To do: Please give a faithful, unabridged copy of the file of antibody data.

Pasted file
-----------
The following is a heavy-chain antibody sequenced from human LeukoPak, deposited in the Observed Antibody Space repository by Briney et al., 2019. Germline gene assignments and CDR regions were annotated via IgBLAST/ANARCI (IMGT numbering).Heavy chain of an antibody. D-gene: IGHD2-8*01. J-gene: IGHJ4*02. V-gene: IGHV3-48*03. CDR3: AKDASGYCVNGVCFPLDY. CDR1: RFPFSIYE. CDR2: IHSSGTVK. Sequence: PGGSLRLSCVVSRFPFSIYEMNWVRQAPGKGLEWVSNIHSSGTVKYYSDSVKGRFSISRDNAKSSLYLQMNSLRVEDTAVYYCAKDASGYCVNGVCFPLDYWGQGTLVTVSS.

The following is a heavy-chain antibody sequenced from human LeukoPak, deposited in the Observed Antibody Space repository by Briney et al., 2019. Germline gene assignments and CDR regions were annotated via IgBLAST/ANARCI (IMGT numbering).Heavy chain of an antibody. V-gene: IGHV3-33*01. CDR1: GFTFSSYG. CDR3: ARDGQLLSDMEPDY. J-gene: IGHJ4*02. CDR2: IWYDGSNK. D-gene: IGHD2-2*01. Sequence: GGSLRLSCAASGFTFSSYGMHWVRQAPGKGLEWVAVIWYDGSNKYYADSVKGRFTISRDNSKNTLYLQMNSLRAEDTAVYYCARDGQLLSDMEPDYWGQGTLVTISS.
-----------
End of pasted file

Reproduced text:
The following is a heavy-chain antibody sequenced from human LeukoPak, deposited in the Observed Antibody Space repository by Briney et al., 2019. Germline gene assignments and CDR regions were annotated via IgBLAST/ANARCI (IMGT numbering).Heavy chain of an antibody. D-gene: IGHD2-8*01. J-gene: IGHJ4*02. V-gene: IGHV3-48*03. CDR3: AKDASGYCVNGVCFPLDY. CDR1: RFPFSIYE. CDR2: IHSSGTVK. Sequence: PGGSLRLSCVVSRFPFSIYEMNWVRQAPGKGLEWVSNIHSSGTVKYYSDSVKGRFSISRDNAKSSLYLQMNSLRVEDTAVYYCAKDASGYCVNGVCFPLDYWGQGTLVTVSS.

The following is a heavy-chain antibody sequenced from human LeukoPak, deposited in the Observed Antibody Space repository by Briney et al., 2019. Germline gene assignments and CDR regions were annotated via IgBLAST/ANARCI (IMGT numbering).Heavy chain of an antibody. V-gene: IGHV3-33*01. CDR1: GFTFSSYG. CDR3: ARDGQLLSDMEPDY. J-gene: IGHJ4*02. CDR2: IWYDGSNK. D-gene: IGHD2-2*01. Sequence: GGSLRLSCAASGFTFSSYGMHWVRQAPGKGLEWVAVIWYDGSNKYYADSVKGRFTISRDNSKNTLYLQMNSLRAEDTAVYYCARDGQLLSDMEPDYWGQGTLVTISS.